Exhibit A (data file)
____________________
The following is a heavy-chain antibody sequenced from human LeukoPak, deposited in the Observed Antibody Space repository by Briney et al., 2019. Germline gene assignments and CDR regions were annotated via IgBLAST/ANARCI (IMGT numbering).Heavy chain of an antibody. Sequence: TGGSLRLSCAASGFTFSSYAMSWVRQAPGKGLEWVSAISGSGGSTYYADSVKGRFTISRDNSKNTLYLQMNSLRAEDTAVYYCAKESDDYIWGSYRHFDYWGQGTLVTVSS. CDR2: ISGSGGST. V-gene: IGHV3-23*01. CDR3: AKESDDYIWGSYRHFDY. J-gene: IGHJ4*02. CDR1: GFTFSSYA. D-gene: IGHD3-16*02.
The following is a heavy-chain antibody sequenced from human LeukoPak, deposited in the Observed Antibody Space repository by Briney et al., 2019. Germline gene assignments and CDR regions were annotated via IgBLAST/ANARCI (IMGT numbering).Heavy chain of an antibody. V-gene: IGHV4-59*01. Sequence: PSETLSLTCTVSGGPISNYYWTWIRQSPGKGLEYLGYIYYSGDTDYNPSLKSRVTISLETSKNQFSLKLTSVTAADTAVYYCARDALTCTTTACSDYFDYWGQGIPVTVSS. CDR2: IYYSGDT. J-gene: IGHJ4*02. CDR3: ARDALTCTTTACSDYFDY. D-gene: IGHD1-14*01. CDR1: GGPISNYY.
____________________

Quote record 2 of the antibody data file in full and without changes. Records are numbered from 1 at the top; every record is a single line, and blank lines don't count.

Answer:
The following is a heavy-chain antibody sequenced from human LeukoPak, deposited in the Observed Antibody Space repository by Briney et al., 2019. Germline gene assignments and CDR regions were annotated via IgBLAST/ANARCI (IMGT numbering).Heavy chain of an antibody. V-gene: IGHV4-59*01. Sequence: PSETLSLTCTVSGGPISNYYWTWIRQSPGKGLEYLGYIYYSGDTDYNPSLKSRVTISLETSKNQFSLKLTSVTAADTAVYYCARDALTCTTTACSDYFDYWGQGIPVTVSS. CDR2: IYYSGDT. J-gene: IGHJ4*02. CDR3: ARDALTCTTTACSDYFDY. D-gene: IGHD1-14*01. CDR1: GGPISNYY.